“Before the Quebec legislation was adopted, there were five years where there were consultations with [Quebecers], with the College of Physicians, with numerous groups,” Deschamps said. “The Quebec government [then said] they would allow 18 months in order to prepare for the implementation of what is in the law. The Supreme Court gave the provinces and federal government a year to cover both aspects of physician-assisted suicide and physician-assisted death, and we all know that takes more than one year.”
According to Robert Leckey, associate professor at McGill’s Faculty of Law, if the federal government will not draft a new law on physician-assisted death, provincial legislation would be even more necessary.
“It’s just possible the federal government would say, ‘We’re not able to deal with this, we don’t want to deal with this, our voters don’t want us to deal with this.’” Leckey said. “If they do nothing […] it becomes even more important for provinces to [draft legislation].”
Margaret Somerville, professor at McGill’s Faculty of Law and founding director of McGill Centre of Ethics, Medicine and Law, raised concerns that the qualification for physician-assisted death in Canada, including Quebec, is set too low.
“The Supreme Court didn’t even mention that you have to be terminally ill,” she said. “The Supreme Court talked about [when] you have an incurable disease and you have suffering—and the suffering is to be judged by you. If you said your suffering was unbearable, that’s what had to be accepted.”
Carolyn Ells, associate professor at McGill’s Faculty of Medicine, is based in the Biomedical Ethics Unit and suggested that such a choice to remove suffering by withdrawing from life should be available.
“[For some health professionals,] they see there are the rare cases where the end of life is truly unbearable,” she said. “They try and try to make it as best as they can, but it’s awful for some patients [.…] Even if you may not want to go [for physician-assisted death], maybe it is the right thing to do sometimes.”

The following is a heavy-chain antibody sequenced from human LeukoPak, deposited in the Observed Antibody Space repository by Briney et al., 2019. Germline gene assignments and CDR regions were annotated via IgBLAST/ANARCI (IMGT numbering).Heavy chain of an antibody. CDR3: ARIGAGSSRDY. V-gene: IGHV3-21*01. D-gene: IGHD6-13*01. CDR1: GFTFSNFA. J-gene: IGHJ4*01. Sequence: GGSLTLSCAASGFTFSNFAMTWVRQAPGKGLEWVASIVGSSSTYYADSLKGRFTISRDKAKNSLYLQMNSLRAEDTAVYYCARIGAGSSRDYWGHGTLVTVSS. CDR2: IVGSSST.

According to Ells, physician-assisted death should not be a replacement to palliative care. She suggests that legalizing physician-assisted death should come with improving palliative care.
“For [physician-assisted death] in Quebec […] we’re not forcing that it is part of palliative care intervention itself, but it’s among many options people might choose [from],” Ells said. “People would still want palliative care [….] That is a very good motivation to improve the options.”
Somerville also advocated for more safeguards on the implementation of physician-assisted death if it is passed, such as requiring the authorization of a judge to proceed, similar to current procedures in detaining mentally ill patients.
“[It needs be ensured] that it is only used in rare cases,” she said. “Surely killing somebody is more serious than keeping a person in the [Allen Memorial Institute] for an extra day […] so it’s not an unusual thing to require.”
Ells also stressed the importance of respecting democracy in the legislation process, and that death should not be a taboo in public discussion.
“I’m in the waiting game too ,” Ells said. “Situations have changed because of the Supreme Court of Canada. In a democratic country where we value each individual person’s view, […] it’s important for people to talk about value and death [….] It can’t be avoided.”